Prima Cinema brings movies to home theaters on the day of the release for $500 a pop.

prima cinema brings movies to the home on day of release

While it might be hard to believe, Hollywood has long viewed the TV with suspicion, fearing that the “box” (now screen) in the living room would destroy the “movie business.” Since the early 1950s, when theatrical films began airing on TV, theater owners/operators have worried that if viewers could watch movies at home it would mean empty seats in the theaters.

Hollywood fought back in the late 1950s and early 1960s with a variety of gimmicks including 3D and CinemaScope – the former still being seen by many as a gimmick (James Cameron excluded) while the latter is why movies went widescreen and caused years of that dreadful “pan and scan” effect.  However, none of that was enough to slow down TV or home entertainment.

But with each new invention such as pay cable, the VCR, Laserdisc, DVD, high definition Blu-ray discs and, of course, streaming video, Hollywood has fought back, claiming it will be run out of business. Of course, time has prima cinema brings movies to the home on day of releaseproven that its concerns were a little overblown. Rather, these instances actually filled studio coffers with new revenue streams. Moreover, none of those aforementioned formats or technologies ever threatened to see first run movies bypassing theaters.

But now, perhaps theater owners have something to genuinely worry about as California-based Prima Cinema has developed a new system that could distribute theatrical run movies at home. For viewers, this means no sticky floors, no uncomfortable seats and no annoying patrons who talk back to the screen (you know who you are). And it also means no waiting for pay-per-view, Blu-ray/DVD or Netflix to see the latest movie at home. Prima Cinema is looking to deliver theatrical run movies that can be streamed at home even as they play at the local multiplex.

This will come at a cost however.

Wait a few months and the Blu-ray disc will set you back around $25. But if you want to see it the same day it arrives in theaters, it will cost you $35,000 for the player and biometric device, then $500 for each movie – enough to make the $15 movie theater tickets in New York City look like a bargain.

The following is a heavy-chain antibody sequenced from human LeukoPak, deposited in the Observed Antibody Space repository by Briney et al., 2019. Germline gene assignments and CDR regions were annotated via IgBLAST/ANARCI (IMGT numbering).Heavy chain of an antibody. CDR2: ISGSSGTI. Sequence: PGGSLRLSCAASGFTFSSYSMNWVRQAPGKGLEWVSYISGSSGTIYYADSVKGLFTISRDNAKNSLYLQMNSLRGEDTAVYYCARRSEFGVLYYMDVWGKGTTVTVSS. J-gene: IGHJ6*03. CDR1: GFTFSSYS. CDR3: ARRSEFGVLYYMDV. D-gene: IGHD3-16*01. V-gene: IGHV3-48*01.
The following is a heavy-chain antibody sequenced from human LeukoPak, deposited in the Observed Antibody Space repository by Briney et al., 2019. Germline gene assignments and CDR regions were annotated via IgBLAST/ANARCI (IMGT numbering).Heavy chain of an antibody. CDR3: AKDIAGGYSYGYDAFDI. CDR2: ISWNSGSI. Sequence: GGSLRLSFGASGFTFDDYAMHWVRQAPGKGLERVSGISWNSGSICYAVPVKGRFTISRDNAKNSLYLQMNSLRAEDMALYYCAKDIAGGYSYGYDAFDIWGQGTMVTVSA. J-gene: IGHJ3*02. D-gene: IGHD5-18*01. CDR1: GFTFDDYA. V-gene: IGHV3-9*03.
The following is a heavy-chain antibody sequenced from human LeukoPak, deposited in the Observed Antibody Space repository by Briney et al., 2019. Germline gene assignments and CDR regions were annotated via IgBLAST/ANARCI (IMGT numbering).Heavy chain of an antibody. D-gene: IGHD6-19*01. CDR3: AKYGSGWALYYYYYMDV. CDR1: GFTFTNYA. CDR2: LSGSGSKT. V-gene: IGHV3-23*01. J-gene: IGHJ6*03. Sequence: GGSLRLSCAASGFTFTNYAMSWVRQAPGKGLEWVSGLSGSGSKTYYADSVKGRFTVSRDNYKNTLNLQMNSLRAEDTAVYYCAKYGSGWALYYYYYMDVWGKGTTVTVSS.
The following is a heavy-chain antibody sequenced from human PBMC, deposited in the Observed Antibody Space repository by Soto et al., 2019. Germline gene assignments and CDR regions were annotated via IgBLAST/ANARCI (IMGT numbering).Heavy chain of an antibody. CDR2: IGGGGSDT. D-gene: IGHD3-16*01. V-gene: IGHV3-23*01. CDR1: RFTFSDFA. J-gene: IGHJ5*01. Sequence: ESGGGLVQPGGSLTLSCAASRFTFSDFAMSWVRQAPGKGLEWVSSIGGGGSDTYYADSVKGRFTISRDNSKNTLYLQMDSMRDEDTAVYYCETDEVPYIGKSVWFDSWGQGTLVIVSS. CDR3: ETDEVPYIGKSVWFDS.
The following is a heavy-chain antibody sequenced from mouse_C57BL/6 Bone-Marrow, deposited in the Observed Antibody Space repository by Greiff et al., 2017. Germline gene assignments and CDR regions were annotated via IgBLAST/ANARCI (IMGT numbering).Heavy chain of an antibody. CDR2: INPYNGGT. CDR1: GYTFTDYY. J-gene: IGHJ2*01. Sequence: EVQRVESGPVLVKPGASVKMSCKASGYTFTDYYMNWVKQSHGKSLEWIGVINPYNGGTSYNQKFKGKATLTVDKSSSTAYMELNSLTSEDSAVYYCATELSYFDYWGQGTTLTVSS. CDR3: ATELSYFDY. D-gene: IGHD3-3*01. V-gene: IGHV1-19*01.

The concept here is that Prima would encode the film prior to the wide theatrical release and make it available to the Prima Cinema Player in a subscriber’s home. This would provide a theatrical-quality 1080p resolution digital copy to be stored on the player’s hard drive, ready to be viewed for at least as long as the film is in wide release. Of course, the studios wouldn’t want this system to be used by digital pirates, so each player would reportedly use a biometric security device that would “watermark” the films. Should it be copied, even with a camcorder, the watermark could identify the source. As planned, movies couldn’t be copied and could only be shown within a residence.

The question is whether there would be an audience for these movies at $500, but apparently there is at least the perception that an audience exists, because the system is garnering interest from some big names including Best Buy, Universal Pictures and venture capital firm Syncom Venture Partners.

The pricing, which is far in excess of the $60 that was to accompany the same day release of Tower Heist until theater owners managed to get the project nixed, is certainly aimed at a particular clientele – namely rich movie buffs who work at Hollywood studios or venture capital firms. And if $500 a film sounds unreasonable, consider that for just $20,000 you can get a full year’s subscription and enjoy multiple first run films – provided somone ponies up the $35,000 for the hardware, anyway.

The latter option could be popular if individuals get a “pool” of friends together and create a club. Considering the cost of going to the movies, it might only take getting 20 buddies to each chip in $1000 to see movies throughout the year at a friend’s home theater. But the question still remains: will enough content be provided to make this viable?

Aside from Universal, movie studios haven’t exactly been crawling over each other to get in line, so until that happens, and the price structure becomes a clearer (or more affordable), we should probably plan on continuing to wait – either in line at the theater or for a Blu-ray release.